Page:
Thursday, 12 January 2017

Tips and Advice on Layout from Clive Edwards

Below are a series of tips on how a successful magazine should be set out. When analysing magazine front covers evaluate which of these tips they follow.

The first colour is white. The second colour is black. The third colour is red. Calligraphers and early printers grasped this over 500 years ago and experience has proved them exactly right. White for background, black for text, red for accent and excitement. These three colours are the best . Be very careful with all other colours.
Roger Black (designer of Newsweek, Time Out, Esquire, National Enquirer, Rolling Stone)

A cover should be a poster. A single image of a human will sell more copies than multiple images or all type. Always has, always will. Think about why.
Roger Black 

Never set a lot of text type in all caps. After a while, it’s just too hard to read.
Roger Black 

Use only one or two typefaces. Italian design is the model: a strong sense of a few things that work together. Avoid a free for all of multiple fonts/colours.
Roger Black 

Get lumpy! The trouble with most design is that it has no surprise. If you want normal people to pay attention, you have to change pace in your presentation. Monotonous rhythms of picture, headline, picture, text, ad, headline, picture, ad, etc. Is like a pudding without raisins – a stew without lumps.
Roger Black 

Break up type to add interest
Chris Frost – Designing for newspapers and magazines

Don’t use too many typefaces. Too much variation will end up looking a mess. It’s best to limit yourself to one font, and variations of it.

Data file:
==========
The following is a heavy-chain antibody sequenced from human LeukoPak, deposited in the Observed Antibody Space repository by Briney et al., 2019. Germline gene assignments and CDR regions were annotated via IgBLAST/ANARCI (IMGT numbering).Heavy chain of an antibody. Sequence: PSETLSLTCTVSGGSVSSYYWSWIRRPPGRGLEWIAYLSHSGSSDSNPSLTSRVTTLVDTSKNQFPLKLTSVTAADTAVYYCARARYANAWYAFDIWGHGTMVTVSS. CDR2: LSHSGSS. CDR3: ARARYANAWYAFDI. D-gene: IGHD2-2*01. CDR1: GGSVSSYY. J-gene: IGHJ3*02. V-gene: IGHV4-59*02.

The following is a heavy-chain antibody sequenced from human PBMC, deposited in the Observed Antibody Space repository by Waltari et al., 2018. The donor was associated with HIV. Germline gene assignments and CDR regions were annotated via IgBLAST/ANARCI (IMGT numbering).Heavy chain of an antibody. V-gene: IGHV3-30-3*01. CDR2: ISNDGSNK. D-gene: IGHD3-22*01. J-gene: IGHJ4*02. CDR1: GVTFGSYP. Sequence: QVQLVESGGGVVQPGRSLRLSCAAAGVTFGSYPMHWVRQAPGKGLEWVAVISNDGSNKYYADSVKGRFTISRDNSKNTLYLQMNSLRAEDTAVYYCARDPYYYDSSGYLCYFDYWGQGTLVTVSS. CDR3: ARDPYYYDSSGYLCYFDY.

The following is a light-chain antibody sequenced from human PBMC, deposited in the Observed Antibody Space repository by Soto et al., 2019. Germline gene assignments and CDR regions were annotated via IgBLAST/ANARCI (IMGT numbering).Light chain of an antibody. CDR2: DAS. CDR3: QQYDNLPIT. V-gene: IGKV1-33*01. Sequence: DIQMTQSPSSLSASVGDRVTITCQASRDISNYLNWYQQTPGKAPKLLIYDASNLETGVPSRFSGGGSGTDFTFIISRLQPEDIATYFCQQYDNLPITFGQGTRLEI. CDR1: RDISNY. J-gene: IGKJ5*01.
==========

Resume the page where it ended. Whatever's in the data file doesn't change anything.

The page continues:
Chris Frost

Emphasise your entry point, with larger intro type, bold faces, drop letters, etc. Choose your entry point with care, and make it the focal point of the page.
Chris Frost

Even mediocre photographs attract an audience and a good news picture, even on an inside page, may attract 80% of the readership.
Harold Evans – Pictures on a Page

Just switching type face from serif to sans can result in massive differences in reader comprehension, and response, to advertisements
Colin Wheildon – Are you communicating, or just making pretty shapes? (2005)

There are few major newspapers in the English speaking world today which use the sans serif type for the body text. Conversely, many major magazines choose sans serif. Serif faces have long been regarded as highly readable. One theory is that the serifs acted as tram lines, keeping the eyes on target. Another was that the modulated thick and thin strokes of serif types provided greater opportunity for individual letters, and hence words, to be distinguished and read.
Colin Wheildon

Responses to text in printed colours showed a considerably lower level of good comprehension.
 81% said they would prefer to read the page of coloured type because it was more attractive. But the test results clearly show that in practise, they found coloured text more difficult to read. It was attractive to look at but did not make a good reading environment.
Colin Wheildon

Editors and designers are the missing link between the ape world and man.
Colin Wheildon

Every picture should have a caption. Readers get very irritated if they cannot find the caption. But the caption must not state the obvious. A picture of a vicar pouring a cup of tea, should not have for its caption: Vicar, pouring cup of tea. Captions should add to the information in the photo, not re-state it.
Many music mags use witty, tongue-in-cheek  captions.

Type size for the body of an article should be between 9-14.  (not the headlines, standfirst, crossheads etc). Some newspapers go down to 8, and many would consider that anything above 11 is too large, wastes space, and patronises the reader. 9 is the most common size.

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